People admitted in hospital have on average a pretty low level of vitamin C. When they leave, it’s even lower. It’s definitely worth to try to help yourself, as every additional day in the hospital generates unwanted expenses, stress and adds potential danger of contracting a super bug, which is another sad story.
7. Vitamina C in detoxification
L-ascorbic acid binds toxic minerals, such as: lead (Pb), mercury (Hg), cadmium (Cd), arsenic (As) and nickel (Ni).
By the way, it’s worth knowing that nickel allergy is often observed in patients with non-celiac gluten sensitivity (NCGS).
Even 1000 mg of vitamin C can bind significant amounts of toxins, so it is said that people living in polluted cities, who inhale smog daily, eat fruits and vegetables from intensive farming and highly processed food should take at least 4000 mg of vitamin C every day, preferably in divided doses.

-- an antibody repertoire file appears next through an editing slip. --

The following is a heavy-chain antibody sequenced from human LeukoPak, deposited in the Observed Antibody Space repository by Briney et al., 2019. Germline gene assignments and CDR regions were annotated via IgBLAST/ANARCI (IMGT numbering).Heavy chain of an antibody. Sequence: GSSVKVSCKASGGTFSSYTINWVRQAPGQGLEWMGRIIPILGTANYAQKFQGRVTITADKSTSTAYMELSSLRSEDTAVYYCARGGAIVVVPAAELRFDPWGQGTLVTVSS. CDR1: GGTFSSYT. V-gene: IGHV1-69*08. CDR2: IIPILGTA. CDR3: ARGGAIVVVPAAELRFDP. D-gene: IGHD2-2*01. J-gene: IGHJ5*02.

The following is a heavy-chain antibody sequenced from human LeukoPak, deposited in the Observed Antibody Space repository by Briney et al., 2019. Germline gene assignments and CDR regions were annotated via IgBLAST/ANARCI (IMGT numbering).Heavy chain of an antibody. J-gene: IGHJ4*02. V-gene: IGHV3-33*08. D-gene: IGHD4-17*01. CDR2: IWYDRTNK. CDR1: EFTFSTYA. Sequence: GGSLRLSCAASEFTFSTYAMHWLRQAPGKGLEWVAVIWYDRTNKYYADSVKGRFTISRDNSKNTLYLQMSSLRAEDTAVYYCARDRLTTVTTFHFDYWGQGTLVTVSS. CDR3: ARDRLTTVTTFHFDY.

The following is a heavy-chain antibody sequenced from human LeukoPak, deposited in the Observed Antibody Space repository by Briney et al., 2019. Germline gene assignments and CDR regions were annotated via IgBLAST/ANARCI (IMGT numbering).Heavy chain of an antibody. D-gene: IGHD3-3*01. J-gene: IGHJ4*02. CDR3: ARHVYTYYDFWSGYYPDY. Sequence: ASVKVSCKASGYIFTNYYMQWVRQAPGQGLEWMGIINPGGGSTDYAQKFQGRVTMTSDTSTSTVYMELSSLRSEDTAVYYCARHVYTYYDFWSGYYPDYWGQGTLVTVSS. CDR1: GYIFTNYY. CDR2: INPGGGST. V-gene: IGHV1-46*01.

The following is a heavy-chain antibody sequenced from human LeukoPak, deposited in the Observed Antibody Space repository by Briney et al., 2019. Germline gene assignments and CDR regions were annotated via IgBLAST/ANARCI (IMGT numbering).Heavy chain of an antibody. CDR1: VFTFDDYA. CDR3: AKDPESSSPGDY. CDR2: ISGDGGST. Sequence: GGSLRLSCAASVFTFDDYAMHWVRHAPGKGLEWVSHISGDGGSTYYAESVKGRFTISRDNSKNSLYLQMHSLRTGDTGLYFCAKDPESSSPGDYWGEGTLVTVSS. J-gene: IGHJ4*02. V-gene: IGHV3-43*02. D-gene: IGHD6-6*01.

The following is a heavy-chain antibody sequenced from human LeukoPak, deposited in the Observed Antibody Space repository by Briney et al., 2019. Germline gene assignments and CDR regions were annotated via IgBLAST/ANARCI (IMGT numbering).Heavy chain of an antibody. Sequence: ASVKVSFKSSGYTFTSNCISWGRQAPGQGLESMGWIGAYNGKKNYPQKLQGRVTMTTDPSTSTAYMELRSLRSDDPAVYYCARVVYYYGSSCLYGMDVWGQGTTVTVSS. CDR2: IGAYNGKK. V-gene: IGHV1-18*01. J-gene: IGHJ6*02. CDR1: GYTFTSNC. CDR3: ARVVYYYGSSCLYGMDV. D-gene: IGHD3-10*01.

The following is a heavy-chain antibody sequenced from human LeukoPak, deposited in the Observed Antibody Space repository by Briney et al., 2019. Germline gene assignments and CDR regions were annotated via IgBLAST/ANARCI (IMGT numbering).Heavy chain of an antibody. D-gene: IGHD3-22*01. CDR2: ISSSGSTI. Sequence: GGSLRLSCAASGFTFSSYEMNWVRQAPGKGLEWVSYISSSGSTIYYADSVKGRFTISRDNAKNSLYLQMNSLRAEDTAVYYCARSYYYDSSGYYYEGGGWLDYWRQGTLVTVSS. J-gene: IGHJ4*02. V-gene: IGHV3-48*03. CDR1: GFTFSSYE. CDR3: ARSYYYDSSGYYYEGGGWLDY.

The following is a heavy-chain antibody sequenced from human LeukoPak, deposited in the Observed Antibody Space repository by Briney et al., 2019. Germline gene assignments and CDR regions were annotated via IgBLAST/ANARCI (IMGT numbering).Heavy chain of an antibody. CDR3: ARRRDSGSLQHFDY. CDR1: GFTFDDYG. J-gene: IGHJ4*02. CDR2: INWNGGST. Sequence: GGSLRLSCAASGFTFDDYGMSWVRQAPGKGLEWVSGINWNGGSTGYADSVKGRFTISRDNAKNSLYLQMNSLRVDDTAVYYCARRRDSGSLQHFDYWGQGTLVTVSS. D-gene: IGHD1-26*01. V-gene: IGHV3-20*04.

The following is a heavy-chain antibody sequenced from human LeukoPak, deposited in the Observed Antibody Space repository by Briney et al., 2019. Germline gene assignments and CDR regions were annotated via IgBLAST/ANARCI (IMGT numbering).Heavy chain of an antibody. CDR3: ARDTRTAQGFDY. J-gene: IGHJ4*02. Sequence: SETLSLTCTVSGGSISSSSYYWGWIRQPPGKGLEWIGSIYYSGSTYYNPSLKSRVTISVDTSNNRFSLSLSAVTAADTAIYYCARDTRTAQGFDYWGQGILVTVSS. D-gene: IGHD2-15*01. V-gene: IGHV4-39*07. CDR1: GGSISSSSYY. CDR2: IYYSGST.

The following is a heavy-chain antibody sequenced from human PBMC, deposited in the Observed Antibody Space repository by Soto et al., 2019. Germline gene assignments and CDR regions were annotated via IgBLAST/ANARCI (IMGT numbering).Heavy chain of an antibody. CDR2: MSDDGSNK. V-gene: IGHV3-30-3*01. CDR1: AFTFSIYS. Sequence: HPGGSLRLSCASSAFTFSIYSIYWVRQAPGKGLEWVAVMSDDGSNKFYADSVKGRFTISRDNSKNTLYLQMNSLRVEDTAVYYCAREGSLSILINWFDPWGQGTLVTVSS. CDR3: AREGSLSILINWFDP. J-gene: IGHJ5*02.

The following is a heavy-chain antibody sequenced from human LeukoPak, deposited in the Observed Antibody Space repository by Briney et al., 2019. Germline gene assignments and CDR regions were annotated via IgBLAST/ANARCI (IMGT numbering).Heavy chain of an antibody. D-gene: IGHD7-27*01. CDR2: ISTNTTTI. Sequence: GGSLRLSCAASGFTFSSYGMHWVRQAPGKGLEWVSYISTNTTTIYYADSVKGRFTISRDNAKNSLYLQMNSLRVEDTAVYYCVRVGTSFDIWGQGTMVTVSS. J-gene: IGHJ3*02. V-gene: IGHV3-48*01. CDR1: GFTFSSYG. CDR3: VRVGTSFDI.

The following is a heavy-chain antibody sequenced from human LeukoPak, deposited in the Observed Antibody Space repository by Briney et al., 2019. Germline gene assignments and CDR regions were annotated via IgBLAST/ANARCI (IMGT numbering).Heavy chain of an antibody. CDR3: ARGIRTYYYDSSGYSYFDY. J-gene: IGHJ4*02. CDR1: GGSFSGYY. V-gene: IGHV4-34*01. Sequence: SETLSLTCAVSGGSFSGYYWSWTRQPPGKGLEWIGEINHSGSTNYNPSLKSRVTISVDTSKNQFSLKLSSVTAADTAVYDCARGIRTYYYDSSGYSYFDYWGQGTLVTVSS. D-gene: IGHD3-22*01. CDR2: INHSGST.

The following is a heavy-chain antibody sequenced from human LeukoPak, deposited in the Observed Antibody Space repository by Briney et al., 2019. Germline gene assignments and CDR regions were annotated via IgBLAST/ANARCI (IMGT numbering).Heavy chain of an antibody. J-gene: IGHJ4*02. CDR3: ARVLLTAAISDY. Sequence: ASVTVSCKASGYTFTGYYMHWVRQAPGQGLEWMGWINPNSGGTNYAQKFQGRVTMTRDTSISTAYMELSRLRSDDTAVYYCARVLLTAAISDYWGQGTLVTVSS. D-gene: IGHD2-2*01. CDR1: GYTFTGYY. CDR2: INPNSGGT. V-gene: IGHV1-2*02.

I think that even 1-2 g is a pretty high dose, but it’s wisest to simply observe your reactions and see what dose makes you feel better.
Anna’s Bee C works great here, as the 1:1 ratio of ascorbic acid and organic sulphur strongly oxidizes and detoxifies the body.
8. Vitamin C in wound healing and burns
Ascorbic acid is highly effective in wound and burn healing.
But a truly large dose is required for best results, to lower the inflammation and boost regeneration – usually 4000-5000 mg / h.
9. Vitamin C in asthma attack
In asthma attack (I tried this more than once!) I took 6 grams of vitamin C every hour (2 tablespoons of Anna’s Bee C) – after the third hour the tightness was gone.
I’ve read that in severe attacks you may need up to 50 g of vitamin c in 8 doses (6 g / h or 3 g / 30 min), but fortunately I never had a chance to reach that point.
10. Vitamin C and hay fever
Vitamin C together with MSM seal the mucous membranes – so both allergic rhinitis and sinus inflammation can be much milder, when you’d properly supplemented.